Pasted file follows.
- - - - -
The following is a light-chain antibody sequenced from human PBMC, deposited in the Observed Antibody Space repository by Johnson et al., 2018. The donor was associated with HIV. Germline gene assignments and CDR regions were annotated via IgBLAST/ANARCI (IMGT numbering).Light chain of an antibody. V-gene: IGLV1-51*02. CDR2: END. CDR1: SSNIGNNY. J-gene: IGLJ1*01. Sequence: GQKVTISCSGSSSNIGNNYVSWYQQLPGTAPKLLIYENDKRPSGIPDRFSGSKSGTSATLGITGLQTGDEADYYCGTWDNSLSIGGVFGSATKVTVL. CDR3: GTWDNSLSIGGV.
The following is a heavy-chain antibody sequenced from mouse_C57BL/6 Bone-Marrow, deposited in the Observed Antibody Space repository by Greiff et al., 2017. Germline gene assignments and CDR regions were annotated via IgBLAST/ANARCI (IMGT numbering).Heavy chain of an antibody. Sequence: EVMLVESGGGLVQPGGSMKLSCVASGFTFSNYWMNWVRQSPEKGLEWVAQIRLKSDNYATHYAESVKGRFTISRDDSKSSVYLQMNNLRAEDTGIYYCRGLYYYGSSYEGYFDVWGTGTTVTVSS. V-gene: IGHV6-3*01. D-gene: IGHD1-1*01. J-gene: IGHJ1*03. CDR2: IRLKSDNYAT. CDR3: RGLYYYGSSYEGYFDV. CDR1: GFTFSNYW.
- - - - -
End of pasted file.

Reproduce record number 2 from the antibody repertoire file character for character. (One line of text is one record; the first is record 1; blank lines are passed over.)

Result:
The following is a heavy-chain antibody sequenced from mouse_C57BL/6 Bone-Marrow, deposited in the Observed Antibody Space repository by Greiff et al., 2017. Germline gene assignments and CDR regions were annotated via IgBLAST/ANARCI (IMGT numbering).Heavy chain of an antibody. Sequence: EVMLVESGGGLVQPGGSMKLSCVASGFTFSNYWMNWVRQSPEKGLEWVAQIRLKSDNYATHYAESVKGRFTISRDDSKSSVYLQMNNLRAEDTGIYYCRGLYYYGSSYEGYFDVWGTGTTVTVSS. V-gene: IGHV6-3*01. D-gene: IGHD1-1*01. J-gene: IGHJ1*03. CDR2: IRLKSDNYAT. CDR3: RGLYYYGSSYEGYFDV. CDR1: GFTFSNYW.